A new IDEA for identifying depression early in adolescence

By Dr. Valeria Mondelli.

Improving young people’s mental health across the world is the aim and vision of a new project launched by a team of experienced researchers earlier this year.

IDEA – Identifying Depression Early In Adolescence – started from very simple but important observations: every young person around the world deserves quick and easy access to mental health care, but nine out of 10 adolescents with depression live in a country without readily available youth mental health services.

IDEA was formed during a workshop organized by mental health charity MQ which supports research to improve the understanding, treatment, and prevention of mental illnesses.

The project was designed by researchers from different backgrounds, with different skills, and aims to analyse research and data about social and family environment, stressful experiences, brain images, and biological data of 10-24 year olds from four different countries – the UK, Brazil, Nigeria and Nepal. By combining data from across the globe the IDEA team hope to find universal and context-specific risk factors for depression in young people.

In the long term, the work conducted through IDEA will help to improve access of adolescents to services to detect risk for depression, intervene early, and improve the quality of life during youth and throughout adulthood, regardless of where they live.

Millions of people globally lose out on educational, economic, and social opportunities because of depression that starts during adolescence. Every year, more than 150 young people in Great Britain and more than 300,000 young people in low and middle income countries (LMICs) die by suicide.

As principal investigator, I worked alongside Helen Fisher from the UK, Christian Kieling from Brazil, Abiodun Adewuya from Nigeria, Rakesh Karmacharya and Johnna Swartz from the USA, and Brandon Kohrt working both in USA and Nepal.

The IDEA global approach will assure that these methods to detect depression are not limited to youth living in wealthy countries. We are dedicated to generating scientific knowledge that is applicable to youth in high as well as in low and middle-income countries, where 90% of the world’s youth live.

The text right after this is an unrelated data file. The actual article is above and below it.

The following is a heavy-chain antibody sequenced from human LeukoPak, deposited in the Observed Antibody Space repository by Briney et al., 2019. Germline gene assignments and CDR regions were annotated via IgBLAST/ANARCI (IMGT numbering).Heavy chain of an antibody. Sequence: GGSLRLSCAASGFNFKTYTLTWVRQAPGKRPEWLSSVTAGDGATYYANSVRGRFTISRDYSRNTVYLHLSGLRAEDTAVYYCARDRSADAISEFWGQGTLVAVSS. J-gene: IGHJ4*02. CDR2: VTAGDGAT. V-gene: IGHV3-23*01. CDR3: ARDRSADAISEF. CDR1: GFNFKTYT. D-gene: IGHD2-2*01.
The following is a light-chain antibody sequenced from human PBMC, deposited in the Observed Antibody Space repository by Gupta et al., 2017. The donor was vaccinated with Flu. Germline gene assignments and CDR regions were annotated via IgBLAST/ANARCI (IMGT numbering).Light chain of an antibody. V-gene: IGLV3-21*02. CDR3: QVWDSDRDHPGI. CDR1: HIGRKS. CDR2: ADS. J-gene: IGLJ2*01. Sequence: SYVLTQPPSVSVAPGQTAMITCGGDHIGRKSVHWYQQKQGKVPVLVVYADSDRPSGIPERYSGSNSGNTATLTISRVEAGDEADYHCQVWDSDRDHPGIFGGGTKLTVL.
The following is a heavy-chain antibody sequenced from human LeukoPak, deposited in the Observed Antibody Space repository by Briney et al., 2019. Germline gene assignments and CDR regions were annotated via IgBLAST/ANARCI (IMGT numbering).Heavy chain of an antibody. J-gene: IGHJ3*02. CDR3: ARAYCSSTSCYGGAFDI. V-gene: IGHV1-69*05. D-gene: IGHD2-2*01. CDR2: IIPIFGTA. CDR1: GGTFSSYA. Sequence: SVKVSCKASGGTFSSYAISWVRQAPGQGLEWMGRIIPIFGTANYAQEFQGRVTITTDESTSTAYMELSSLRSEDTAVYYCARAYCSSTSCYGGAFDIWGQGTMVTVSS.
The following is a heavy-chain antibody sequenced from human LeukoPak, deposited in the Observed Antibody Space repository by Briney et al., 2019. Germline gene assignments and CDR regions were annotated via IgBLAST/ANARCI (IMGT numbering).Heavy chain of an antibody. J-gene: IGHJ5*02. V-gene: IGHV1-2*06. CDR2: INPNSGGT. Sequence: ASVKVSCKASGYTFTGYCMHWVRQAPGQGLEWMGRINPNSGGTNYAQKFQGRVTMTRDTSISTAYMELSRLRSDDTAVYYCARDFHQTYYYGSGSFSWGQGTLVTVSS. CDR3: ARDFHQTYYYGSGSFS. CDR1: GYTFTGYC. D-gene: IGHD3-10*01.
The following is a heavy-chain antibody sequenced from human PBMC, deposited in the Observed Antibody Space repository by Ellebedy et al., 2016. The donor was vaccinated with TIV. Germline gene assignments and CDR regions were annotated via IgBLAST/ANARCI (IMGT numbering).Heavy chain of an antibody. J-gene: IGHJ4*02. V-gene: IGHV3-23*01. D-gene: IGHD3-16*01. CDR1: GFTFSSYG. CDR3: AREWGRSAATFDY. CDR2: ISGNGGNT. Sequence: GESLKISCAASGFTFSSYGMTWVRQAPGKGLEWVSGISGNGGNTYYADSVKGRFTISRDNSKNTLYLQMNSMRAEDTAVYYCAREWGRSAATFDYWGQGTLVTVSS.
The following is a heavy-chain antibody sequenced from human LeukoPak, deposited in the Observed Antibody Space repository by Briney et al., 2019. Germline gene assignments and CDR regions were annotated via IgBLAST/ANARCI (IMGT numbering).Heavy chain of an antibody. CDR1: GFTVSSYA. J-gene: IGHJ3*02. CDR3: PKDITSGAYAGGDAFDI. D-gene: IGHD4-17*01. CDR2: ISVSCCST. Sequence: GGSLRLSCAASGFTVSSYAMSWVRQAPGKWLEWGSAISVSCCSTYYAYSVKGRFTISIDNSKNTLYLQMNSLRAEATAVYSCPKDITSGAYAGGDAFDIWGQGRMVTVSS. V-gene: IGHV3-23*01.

With the IDEA project, we aim to generate data that will in the future enable health professionals (e.g. general practitioners and nurses) and school counselors to identify at an early stage which adolescents are at high risk of developing depression and provide them with support to prevent the development of this disorder.

The IDEA project will officially start in April 2018. If you are interested in learning more about the IDEA project, you can visit the IDEA project page here. Or contact Dr Valeria Mondelli (Principal Investigator of the IDEA project) email: valeria.mondelli[at]kcl.ac.uk

 

Additional information:

The IDEA team is a global team of researchers, dedicated to finding new ways to identify young people at risk for depression. Our team includes researchers from diverse scientific fields including neuroscience, cell biology, immunology, epidemiology, anthropology, and psychiatry.

Our work and project aims to transform how young people at risk for depression are identified by combining information from the social and family environment, biological tests of the body’s ability to fight off disease and control inflammation, and images of how the brain processes experience.

 

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